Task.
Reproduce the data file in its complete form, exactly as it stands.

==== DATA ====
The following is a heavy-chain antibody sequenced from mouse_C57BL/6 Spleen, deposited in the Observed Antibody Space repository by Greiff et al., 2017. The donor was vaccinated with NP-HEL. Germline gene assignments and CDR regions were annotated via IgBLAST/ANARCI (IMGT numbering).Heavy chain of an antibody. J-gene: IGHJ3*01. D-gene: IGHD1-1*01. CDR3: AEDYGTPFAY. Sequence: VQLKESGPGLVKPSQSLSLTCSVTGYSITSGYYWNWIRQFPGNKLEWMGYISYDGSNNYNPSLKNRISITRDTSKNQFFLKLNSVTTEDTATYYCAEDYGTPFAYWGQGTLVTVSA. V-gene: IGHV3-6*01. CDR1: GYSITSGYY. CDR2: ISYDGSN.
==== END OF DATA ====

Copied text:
The following is a heavy-chain antibody sequenced from mouse_C57BL/6 Spleen, deposited in the Observed Antibody Space repository by Greiff et al., 2017. The donor was vaccinated with NP-HEL. Germline gene assignments and CDR regions were annotated via IgBLAST/ANARCI (IMGT numbering).Heavy chain of an antibody. J-gene: IGHJ3*01. D-gene: IGHD1-1*01. CDR3: AEDYGTPFAY. Sequence: VQLKESGPGLVKPSQSLSLTCSVTGYSITSGYYWNWIRQFPGNKLEWMGYISYDGSNNYNPSLKNRISITRDTSKNQFFLKLNSVTTEDTATYYCAEDYGTPFAYWGQGTLVTVSA. V-gene: IGHV3-6*01. CDR1: GYSITSGYY. CDR2: ISYDGSN.